Megan Boehnke and John Stamper over at the Herald Leader's Pol Watchers blog reports:
House leaders say they won't approve Fletcher's CPE appointments
The state's Democratic-controlled House of Representatives will not approve three of the governor's recent appointees to the board that oversees state universities because they are not female Democrats, the chamber's Education Committee chairman said today.
Rep. Frank Rasche, D-Paducah, said he is sending a letter to Gov. Ernie Fletcher today, telling him that his July appointees do not comply with statutes requiring the Council on Postsecondary Education to have equal numbers of men and women and to reflect the political party affiliation of the state's voters.
Fifty-seven percent of the state’s registered voters are Democrats and 37 percent are Republicans.
“Because of the statutory language and its mandates, this latest group is not acceptable,” Rasche said.
Fletcher appointed four new members -- two Democrats, one Republican and one independent as of 2006 -- to the board and re-appointed one Republican.
The issue first came to light Saturday, when House Speaker Jody Richards accused Fletcher of ignoring the law in a morning speech to Democrats in Mayfield.
"They're just simply breaking the law," Richards, D-Bowling Green, said in an interview later Saturday. "We're not going to accept those."
Fletcher’s press secretary, Jodi Whitaker, said yesterday that if the House or Senate has concerns about the nominees, “it's completely their prerogative to look at that when it comes time for confirmation.”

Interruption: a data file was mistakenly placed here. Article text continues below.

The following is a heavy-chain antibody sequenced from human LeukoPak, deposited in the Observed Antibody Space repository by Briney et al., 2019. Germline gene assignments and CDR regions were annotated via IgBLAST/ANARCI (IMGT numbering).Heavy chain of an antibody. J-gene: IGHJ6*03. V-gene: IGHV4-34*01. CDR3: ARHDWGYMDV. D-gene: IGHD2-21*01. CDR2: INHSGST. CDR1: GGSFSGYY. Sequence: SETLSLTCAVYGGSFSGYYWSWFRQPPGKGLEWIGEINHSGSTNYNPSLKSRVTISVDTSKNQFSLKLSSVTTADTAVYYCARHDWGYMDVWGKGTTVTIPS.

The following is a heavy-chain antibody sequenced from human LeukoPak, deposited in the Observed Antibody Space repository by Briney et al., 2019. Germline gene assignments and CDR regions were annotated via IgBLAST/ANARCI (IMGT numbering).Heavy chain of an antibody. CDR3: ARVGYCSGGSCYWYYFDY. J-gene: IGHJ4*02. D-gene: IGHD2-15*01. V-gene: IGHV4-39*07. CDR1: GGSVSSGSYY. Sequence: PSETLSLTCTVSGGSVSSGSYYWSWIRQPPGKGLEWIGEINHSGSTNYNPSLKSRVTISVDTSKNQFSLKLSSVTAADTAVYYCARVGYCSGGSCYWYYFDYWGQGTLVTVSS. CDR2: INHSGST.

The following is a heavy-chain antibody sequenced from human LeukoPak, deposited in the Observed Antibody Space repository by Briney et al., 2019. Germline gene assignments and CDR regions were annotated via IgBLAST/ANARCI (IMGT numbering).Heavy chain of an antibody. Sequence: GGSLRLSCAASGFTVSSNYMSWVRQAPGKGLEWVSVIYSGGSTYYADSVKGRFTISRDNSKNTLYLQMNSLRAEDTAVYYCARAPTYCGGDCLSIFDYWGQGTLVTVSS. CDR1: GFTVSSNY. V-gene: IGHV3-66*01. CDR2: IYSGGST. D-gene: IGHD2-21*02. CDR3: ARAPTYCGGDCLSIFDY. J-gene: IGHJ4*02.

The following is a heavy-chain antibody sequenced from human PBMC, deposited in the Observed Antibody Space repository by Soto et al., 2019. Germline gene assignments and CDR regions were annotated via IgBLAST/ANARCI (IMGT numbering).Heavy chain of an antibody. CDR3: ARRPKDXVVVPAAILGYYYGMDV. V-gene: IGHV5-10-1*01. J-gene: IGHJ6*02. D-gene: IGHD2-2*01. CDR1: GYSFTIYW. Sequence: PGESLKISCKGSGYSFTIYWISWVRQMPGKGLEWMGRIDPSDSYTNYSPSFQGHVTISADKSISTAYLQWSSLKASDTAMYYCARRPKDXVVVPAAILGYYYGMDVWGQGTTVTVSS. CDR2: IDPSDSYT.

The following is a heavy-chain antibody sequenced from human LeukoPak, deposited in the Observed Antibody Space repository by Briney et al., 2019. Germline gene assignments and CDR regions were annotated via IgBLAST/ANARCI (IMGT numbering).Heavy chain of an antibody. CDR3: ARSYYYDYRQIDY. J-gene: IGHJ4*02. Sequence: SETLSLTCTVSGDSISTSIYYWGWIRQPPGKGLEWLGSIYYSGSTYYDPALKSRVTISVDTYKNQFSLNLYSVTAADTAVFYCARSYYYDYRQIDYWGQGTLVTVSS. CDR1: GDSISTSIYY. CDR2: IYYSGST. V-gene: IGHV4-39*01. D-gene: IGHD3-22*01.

“That's why there's a system of checks and balances in place,” she said.
Whitaker noted that the House has confirmed Fletcher's six previous appointments, which included five Republicans and one Democrat.
Of the board’s 16 members, the governor appoints 13, who then must be confirmed by the House and the Senate.
Rasche said the governor could keep one of his Democratic nominees, but would have to reappoint the other three vacancies.
But even if all four appointees are Democrats, the board still won’t reflect the state’s voter population, he said.
KRS 164.011 also requires the board to be racially and geographically diverse and for its members to hold degrees from different state institutions. Those requirements are satisfied, Rasche said.
John S. Turner, chair of the board, said it is important for the make up of members to be complaint with the law, although he downplayed the importance of diversity in political affiliation.
“What's more important is to get people who are willing to be engaged and have a real passion for post secondary education," he said, adding that members need to be "willing to invest time and effort to be conversant and up to speed" on educational issues.